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The R word, fifteen years on

Summary:
Back in 2004, I wrote that There is only one real instance of political correctness in Australia today and that is that you are never, ever allowed to call anyone a racist. It’s OK to say that Adolf Hitler was a racist, and that apartheid was racist, but the idea that any actual Australian could be a racist is utterly taboo. Of course, the same was true in the US. But after two and a half years of an openly racist Trump Presidency in the US, the taboo seems finally to be open to challenge. Opinion writers and individual Democratic politicians have been calling out Trump’s racism for some time, but news reports have stuck with lame euphemisms like “racially charged”, or saying that “critics have called it racist” In the wake of the House resolution condemning Trump latest

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Back in 2004, I wrote that

There is only one real instance of political correctness in Australia today and that is that you are never, ever allowed to call anyone a racist. It’s OK to say that Adolf Hitler was a racist, and that apartheid was racist, but the idea that any actual Australian could be a racist is utterly taboo.

Of course, the same was true in the US. But after two and a half years of an openly racist Trump Presidency in the US, the taboo seems finally to be open to challenge. Opinion writers and individual Democratic politicians have been calling out Trump’s racism for some time, but news reports have stuck with lame euphemisms like “racially charged”, or saying that “critics have called it racist”

In the wake of the House resolution condemning Trump latest racist tweets, the ground may have shifted, at least a little. Quite a few news organizations have used the R-word, in their own voice, to describe Trump’s “go back to where you came from” tweets, and others have tiptoed towards the line.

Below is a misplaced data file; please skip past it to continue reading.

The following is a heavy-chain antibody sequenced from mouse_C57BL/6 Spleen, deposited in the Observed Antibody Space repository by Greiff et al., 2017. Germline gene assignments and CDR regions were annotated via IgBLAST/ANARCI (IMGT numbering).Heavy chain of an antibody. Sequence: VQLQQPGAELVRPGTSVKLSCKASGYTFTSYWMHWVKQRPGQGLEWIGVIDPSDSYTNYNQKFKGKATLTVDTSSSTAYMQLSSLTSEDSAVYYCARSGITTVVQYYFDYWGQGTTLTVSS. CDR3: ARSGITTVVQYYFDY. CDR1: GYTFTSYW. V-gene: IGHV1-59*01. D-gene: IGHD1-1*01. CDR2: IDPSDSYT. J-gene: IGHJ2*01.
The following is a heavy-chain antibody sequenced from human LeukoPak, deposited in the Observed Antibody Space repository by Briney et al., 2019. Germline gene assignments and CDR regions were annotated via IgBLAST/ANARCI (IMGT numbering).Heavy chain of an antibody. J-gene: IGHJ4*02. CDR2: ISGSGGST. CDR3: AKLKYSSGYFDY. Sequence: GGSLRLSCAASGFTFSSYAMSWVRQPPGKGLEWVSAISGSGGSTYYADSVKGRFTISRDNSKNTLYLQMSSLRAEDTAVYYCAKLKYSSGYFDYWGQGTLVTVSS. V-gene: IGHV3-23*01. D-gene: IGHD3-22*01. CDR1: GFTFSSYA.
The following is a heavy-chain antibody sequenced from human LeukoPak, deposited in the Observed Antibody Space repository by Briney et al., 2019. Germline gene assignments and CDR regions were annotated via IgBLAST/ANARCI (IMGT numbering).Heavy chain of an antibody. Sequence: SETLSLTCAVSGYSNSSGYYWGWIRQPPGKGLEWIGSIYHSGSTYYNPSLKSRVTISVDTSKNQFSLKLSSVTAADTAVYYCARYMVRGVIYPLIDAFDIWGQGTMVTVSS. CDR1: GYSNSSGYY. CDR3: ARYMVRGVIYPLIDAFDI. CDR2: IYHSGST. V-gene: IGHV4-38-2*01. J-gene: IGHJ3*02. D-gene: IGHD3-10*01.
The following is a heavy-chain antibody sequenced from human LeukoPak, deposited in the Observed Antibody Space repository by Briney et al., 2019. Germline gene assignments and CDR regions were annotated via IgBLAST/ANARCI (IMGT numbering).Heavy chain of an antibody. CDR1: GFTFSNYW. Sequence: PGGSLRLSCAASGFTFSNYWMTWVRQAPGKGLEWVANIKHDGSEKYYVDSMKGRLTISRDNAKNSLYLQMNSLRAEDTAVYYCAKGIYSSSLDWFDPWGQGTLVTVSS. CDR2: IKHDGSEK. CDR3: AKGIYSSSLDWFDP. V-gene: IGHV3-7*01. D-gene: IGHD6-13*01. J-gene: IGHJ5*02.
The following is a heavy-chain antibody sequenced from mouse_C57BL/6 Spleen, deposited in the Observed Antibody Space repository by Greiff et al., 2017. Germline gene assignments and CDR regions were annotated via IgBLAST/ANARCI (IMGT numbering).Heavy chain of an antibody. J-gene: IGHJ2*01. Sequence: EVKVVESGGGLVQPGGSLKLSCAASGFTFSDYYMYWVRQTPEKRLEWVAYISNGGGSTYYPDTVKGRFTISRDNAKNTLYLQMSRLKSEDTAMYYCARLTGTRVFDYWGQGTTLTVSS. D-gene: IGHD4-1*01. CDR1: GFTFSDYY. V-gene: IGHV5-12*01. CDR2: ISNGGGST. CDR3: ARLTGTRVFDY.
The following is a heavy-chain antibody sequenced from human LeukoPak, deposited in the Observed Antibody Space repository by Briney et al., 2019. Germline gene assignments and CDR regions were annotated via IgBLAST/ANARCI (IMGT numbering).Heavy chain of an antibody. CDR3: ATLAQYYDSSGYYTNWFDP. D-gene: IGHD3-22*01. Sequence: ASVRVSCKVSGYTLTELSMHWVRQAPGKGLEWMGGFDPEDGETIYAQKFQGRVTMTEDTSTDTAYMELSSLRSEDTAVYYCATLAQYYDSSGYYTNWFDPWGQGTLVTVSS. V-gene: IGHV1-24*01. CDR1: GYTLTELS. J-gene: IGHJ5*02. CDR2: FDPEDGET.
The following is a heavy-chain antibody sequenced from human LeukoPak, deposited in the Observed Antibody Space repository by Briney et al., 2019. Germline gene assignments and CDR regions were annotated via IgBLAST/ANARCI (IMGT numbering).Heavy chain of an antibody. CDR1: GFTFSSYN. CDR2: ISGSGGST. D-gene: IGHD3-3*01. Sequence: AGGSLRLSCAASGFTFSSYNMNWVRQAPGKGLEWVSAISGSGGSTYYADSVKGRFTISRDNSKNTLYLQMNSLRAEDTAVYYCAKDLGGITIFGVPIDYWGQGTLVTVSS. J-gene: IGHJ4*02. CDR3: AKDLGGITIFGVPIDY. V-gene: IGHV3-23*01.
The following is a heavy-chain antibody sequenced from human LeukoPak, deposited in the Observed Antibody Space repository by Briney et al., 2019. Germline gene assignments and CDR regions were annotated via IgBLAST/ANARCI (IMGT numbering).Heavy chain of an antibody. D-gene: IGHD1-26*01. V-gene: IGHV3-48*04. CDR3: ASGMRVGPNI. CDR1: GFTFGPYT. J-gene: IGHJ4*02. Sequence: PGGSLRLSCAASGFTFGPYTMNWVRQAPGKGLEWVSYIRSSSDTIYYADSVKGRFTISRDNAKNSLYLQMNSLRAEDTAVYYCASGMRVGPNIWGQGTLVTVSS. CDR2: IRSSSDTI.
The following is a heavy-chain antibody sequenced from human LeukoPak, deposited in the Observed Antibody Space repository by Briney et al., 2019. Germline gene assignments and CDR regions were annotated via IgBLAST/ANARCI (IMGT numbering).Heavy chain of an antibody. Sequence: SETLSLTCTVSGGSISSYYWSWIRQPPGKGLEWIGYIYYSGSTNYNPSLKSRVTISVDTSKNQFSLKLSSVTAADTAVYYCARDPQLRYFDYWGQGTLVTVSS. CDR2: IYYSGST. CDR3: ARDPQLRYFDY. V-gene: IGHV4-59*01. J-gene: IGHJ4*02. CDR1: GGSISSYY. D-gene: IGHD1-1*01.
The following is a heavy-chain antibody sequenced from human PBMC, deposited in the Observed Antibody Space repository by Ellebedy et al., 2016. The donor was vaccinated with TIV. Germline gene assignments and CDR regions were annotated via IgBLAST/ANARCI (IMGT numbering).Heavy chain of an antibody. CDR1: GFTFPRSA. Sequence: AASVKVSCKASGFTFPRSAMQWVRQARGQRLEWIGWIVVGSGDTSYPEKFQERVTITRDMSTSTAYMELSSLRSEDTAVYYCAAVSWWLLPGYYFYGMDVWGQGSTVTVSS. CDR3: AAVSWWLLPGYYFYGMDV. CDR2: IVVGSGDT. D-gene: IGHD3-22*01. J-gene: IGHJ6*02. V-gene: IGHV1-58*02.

Most notably. CNN political reports are now referring to Trump’s “racist jabs” in matter-of-fact terms, noting that Trump sees them as politically advantageous and discussing the implications for the 2020 campaign. (Hat tip: Daniel Quiggin). 

There’s still quite a few steps to go before the taboo is ended. Even moving from “Trump’s racist tweets” to “Trump’s racism” will take a fair bit of courage. And so far only CNN has used the word routinely. The NY Times hasn’t even got past “widely seen as racist.” . (For that matter, it’s still calling Trump’s lies “falsehoods” to avoid feeding ” the mistaken notion that we’re taking political sides.”

This isn’t just a matter of rhetoric. It’s difficult to do any kind of political analysis clearly if one of the main political tendencies can’t be named. Trump’s re-election hopes depend to a large extent on motivating racist Republicans to vote and on peeling off the remaining racists from the Democratic Party. Try to make this obvious point without using the R word and you end up with obfuscation or worse, such as the use of”working class” as code for racism.  

John Quiggin
He is an Australian economist, a Professor and an Australian Research Council Laureate Fellow at the University of Queensland, and a former member of the Board of the Climate Change Authority of the Australian Government.

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